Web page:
Time, Part 2: “That time” of year.

Once upon a time, during a conversation in December, amidst all the holiday temptations and treats, somebody said it was so hard to take care of themselves because “it’s that time of year.”

A wise sage in the same conversation piped up and replied: “It’s always ‘that time of year.'”

Thank you, O Wise Sage, for speaking the truth.

Gandalf_Wise Sage

It’s always that time of year. It’s always a holiday or a birthday or a work deadline, or you didn’t sleep well last night or you didn’t wake up well because it’s pitch black outside in Seattle until 9 a.m. in the winter. Or it’s the NFL championships and suddenly your Seahawks are right in the middle of it and eating that big soft pretzel at the sports bar will definitely help Russell Wilson with his completion percentages. There is always time to say it’s “that time” of year.

In other words, a time to let workouts go by the wayside.

Not this year. Not in 2014.

It was easy to think up the #every48 campaign when it was January 1, a sunny Wednesday in Portland, Oregon where we got away for a few days. It was easy to get moving the rest of the week while everyone else was still sleeping off the holiday food coma. Then we hit January 6, the first working Monday of the New Year, and suddenly it felt like “that time of year” all over again.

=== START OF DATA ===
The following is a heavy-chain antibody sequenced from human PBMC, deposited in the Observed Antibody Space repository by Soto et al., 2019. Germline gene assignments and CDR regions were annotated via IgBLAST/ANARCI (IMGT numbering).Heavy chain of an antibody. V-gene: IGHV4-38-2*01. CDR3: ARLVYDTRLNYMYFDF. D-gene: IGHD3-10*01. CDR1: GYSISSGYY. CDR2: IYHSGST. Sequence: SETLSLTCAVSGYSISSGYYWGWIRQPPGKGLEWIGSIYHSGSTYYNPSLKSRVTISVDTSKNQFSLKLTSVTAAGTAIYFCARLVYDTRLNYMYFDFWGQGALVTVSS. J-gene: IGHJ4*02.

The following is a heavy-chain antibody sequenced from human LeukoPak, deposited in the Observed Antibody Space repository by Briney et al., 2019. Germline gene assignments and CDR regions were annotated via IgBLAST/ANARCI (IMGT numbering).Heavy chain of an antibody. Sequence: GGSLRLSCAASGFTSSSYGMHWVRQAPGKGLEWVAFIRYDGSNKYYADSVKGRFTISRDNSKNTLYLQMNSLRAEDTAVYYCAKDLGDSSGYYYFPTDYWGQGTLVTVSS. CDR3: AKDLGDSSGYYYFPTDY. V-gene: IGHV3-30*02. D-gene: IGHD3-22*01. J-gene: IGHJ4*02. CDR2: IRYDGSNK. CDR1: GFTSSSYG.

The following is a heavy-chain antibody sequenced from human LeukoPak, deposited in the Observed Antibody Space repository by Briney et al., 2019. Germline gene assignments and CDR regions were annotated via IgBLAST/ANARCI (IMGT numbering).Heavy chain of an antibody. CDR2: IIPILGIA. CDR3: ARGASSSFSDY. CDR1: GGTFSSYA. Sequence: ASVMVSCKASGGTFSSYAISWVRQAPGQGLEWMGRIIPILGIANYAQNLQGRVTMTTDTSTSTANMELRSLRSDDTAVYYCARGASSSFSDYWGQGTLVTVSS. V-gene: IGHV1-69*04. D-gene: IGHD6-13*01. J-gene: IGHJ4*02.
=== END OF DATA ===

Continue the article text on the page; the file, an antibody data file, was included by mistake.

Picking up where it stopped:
Here is my pledge and my promise to you, and to all the wise sages around us.

Yoda_Wise SageBy blogging this effort, I hope to create momentum around your intentions too. All of us together. Exercising hard – hard enough that you notice your heart is beating faster than it does at rest, hard enough that saying more than a sentence at once is difficult – for about an hour, every other day (or so) is a really, really good thing to do for our long-term physical health. Not to mention our short-term mental health. Every time I get out to move my body, I get a new idea about a writing or consulting project – or a great opener for a new keynote talk – or an insight into a difficult situation – or some great scenery. (Try running across a bridge with a fabulous view of Mt. Rainier – something I can do regularly. As long as, ahem, I actually get out the door to do the workout.)

So there you go. It’s always “that time of year.” Time to take those 60 minutes every other day and log a workout, and then get back to the grind refreshed and positive, no matter how many grumpy folks, work deadlines, bad sleeping nights, or stressful football games surround you.

Yesterday: An active rest day. I took a one-hour yoga class at my gym for a good stretch and meditation. Have you guessed yet that yesterday was “not perfect”? Yup. Got the class in anyway.

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